Finally, the day came when my marriage would be dissolved and I'd be sitting in the dark crying. I don't know if I was crying tears of joy, sorrow, or all of the above. I was scared and didn't know what to expect. I would also raise two children alone now.
Motherhood itself didn't scare me, but the thought of keeping adequate employment, decent living conditions, and a firm hold on the girls was suddenly beginning to terrify me.
One thing I did know for sure was that I wasn't going to let loneliness and desperation find its way into my otherwise wholesome existence. I hadn't been alone for many years and visions of waking up and reaching for "him" often times played in my head.
"Girl, you have too much going for you to believe that you have to jump up in a relationship with a man, you can do bad by yourself" I let this repeat itself in my head like my girlfriend had just said it or something. I knew she was right and I knew that for the sake of my girls I had to live a life that was good for them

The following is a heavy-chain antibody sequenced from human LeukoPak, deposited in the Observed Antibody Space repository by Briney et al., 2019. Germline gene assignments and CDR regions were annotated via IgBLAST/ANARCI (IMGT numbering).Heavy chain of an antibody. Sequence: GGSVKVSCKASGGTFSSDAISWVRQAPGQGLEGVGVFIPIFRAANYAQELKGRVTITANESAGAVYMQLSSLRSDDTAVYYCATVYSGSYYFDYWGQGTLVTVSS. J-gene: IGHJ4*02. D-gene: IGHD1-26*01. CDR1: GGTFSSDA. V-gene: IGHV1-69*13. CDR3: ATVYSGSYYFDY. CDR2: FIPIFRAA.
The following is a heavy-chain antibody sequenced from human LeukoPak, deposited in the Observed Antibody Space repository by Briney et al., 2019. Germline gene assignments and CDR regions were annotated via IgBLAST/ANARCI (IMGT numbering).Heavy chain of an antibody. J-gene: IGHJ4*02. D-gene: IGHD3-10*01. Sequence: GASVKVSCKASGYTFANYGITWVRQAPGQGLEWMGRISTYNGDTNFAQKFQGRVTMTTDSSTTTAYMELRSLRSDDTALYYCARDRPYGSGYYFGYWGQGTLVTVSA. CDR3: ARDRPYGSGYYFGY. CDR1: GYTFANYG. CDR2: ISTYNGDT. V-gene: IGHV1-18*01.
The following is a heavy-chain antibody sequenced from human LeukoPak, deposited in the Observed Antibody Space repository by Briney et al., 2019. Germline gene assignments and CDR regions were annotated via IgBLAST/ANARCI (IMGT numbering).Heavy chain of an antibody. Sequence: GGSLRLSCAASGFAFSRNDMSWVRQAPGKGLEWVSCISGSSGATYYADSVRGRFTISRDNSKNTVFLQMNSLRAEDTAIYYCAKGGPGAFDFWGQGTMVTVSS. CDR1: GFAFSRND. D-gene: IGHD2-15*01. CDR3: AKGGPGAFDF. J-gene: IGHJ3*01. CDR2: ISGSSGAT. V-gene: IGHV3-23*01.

The older one would come to me many times after the divorce and say, "Mommy, don't get married again until I am grown and out of the house. I don't want to do this again." I didn't know whether to laugh or cry at her remark, as neither of them seemed appropriate.
Sure I'd come to date and things but it didn't do much good because I'd always manage to push a man away when I thought he was getting too serious. It didn't help if I thought I liked him too much either, I'd cleverly start a fight and see him on his way...for good.
The killing thing is that I never really knew I was doing this until my sister pointed it out. "You're going to be old and miserable because every good man who comes along and expresses an interest in you, you find a way to run him off."
What the hell did she know? She wasn't one to deal with men too long either so her telling me that was like a pimp telling a drug dealer not to peddle his wares. You know what I mean?